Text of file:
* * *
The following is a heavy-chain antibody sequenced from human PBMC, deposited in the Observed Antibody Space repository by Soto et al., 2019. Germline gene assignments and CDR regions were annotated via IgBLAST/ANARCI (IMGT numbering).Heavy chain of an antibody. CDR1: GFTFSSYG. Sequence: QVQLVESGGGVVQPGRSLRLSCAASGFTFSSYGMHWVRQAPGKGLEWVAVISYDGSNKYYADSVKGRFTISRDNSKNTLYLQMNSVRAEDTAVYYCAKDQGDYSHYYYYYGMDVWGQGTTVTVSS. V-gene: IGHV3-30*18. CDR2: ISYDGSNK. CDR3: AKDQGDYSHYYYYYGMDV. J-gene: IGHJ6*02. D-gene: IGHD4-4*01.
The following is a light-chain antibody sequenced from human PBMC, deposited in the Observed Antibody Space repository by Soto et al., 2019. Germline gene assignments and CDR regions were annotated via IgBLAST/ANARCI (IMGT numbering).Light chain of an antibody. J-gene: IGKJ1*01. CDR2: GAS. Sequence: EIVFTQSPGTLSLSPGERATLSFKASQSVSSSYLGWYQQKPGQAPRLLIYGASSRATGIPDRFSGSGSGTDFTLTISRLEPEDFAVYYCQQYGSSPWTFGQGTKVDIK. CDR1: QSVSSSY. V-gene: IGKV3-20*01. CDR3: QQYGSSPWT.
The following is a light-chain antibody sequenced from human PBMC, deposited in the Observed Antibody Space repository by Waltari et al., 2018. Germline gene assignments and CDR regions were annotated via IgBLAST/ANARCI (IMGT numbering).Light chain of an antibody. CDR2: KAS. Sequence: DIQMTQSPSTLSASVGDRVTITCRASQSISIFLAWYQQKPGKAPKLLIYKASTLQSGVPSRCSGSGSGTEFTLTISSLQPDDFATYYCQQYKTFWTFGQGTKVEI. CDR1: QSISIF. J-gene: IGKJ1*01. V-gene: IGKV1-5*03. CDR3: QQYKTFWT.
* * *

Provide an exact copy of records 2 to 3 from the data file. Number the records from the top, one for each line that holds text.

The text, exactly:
The following is a light-chain antibody sequenced from human PBMC, deposited in the Observed Antibody Space repository by Soto et al., 2019. Germline gene assignments and CDR regions were annotated via IgBLAST/ANARCI (IMGT numbering).Light chain of an antibody. J-gene: IGKJ1*01. CDR2: GAS. Sequence: EIVFTQSPGTLSLSPGERATLSFKASQSVSSSYLGWYQQKPGQAPRLLIYGASSRATGIPDRFSGSGSGTDFTLTISRLEPEDFAVYYCQQYGSSPWTFGQGTKVDIK. CDR1: QSVSSSY. V-gene: IGKV3-20*01. CDR3: QQYGSSPWT.
The following is a light-chain antibody sequenced from human PBMC, deposited in the Observed Antibody Space repository by Waltari et al., 2018. Germline gene assignments and CDR regions were annotated via IgBLAST/ANARCI (IMGT numbering).Light chain of an antibody. CDR2: KAS. Sequence: DIQMTQSPSTLSASVGDRVTITCRASQSISIFLAWYQQKPGKAPKLLIYKASTLQSGVPSRCSGSGSGTEFTLTISSLQPDDFATYYCQQYKTFWTFGQGTKVEI. CDR1: QSISIF. J-gene: IGKJ1*01. V-gene: IGKV1-5*03. CDR3: QQYKTFWT.